The stories we tell of our unique lived experiences with disabilities and mental health conditions matter. It is a generous act when someone pulls back the curtain to tell their story.
Novelist Chimamanda Ngozi Adichie gave a popular TED Talk called, “The Danger of a Single Story.” A single story is a generalization about a person based on stereotypes and stigma. Often people with disabilities and mental health conditions are seen only by virtue of a diagnosis or behavior, labeled by that one piece of information. The danger of a single story is that so much about that person is never revealed—the strengths and gifts they can contribute to others and the hopes and dreams that give them a sense of purpose and belonging.
I recently had the pleasure of meeting Dr. Rosemarie Garland-Thomson at the Institute on Theology and Disability. She is a bioethicist, author, educator, humanities scholar, and thought leader in disability justice and culture. Her 2016 editorial, “Becoming Disabled,” was the inaugural article in a weekly New York Times series about disability by people with lived experiences. She is co-editor of “About Us: Essays from the Disability Series of the New York Times.”
Garland-Thomson, in her introduction, writes about the importance of stories. “By telling our own stories, we rewrite the old scripts of disability that so many of us have had to live by. We show the ways that living with disabilities shapes lives, that tired stereotypes are too simple, and that the struggles and pleasures of life with disabilities are both the same and different from everyone else’s.”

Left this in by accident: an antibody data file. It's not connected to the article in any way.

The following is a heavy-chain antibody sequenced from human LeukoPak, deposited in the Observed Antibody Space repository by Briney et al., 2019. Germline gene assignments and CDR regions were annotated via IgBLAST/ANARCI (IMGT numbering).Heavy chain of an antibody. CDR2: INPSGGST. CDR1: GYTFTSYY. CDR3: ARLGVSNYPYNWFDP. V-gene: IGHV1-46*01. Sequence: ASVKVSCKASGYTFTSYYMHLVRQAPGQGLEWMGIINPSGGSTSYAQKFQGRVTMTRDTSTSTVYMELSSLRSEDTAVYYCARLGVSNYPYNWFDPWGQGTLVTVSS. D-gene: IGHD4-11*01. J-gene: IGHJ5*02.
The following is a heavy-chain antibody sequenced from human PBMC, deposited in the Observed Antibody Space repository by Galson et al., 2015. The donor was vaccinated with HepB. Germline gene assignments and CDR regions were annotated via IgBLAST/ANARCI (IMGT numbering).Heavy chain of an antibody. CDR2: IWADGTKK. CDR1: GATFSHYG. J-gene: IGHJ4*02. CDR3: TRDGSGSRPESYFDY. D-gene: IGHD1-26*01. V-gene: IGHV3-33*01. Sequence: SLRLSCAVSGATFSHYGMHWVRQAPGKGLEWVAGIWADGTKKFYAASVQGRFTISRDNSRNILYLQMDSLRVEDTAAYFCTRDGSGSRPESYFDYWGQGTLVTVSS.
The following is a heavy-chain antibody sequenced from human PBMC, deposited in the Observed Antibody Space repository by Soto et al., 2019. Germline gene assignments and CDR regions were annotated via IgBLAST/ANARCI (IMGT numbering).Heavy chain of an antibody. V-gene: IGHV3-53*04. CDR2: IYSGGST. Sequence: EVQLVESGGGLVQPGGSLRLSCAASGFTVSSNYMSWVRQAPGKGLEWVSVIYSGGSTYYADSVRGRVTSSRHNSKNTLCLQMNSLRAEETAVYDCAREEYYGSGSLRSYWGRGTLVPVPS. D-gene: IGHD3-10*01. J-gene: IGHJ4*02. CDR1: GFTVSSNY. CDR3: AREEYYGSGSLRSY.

Spirituality and faith community inclusion are often part of peoples’ stories. The more our society recognizes this important element of life, stories become an essential part of redefining how a culture of belonging is actualized.
Leah Ilana Craig and Riccardo Ricciardi, Jewish Development Apprentices with RespectAbility’s National Leadership Apprenticeship program, have written about the experience of living with a mental health condition. We are grateful to Leah and Riccardo for offering to bring their stories to light. They are a powerful reminder that no one is a single story.
The Blue Dove Foundation is one place we recommend where you can learn more about mental health and changing the narrative about fighting stigmas, eradicating shame and educating your community.
Shelly Christensen, MA, FAAIDD
Senior Director of Faith Inclusion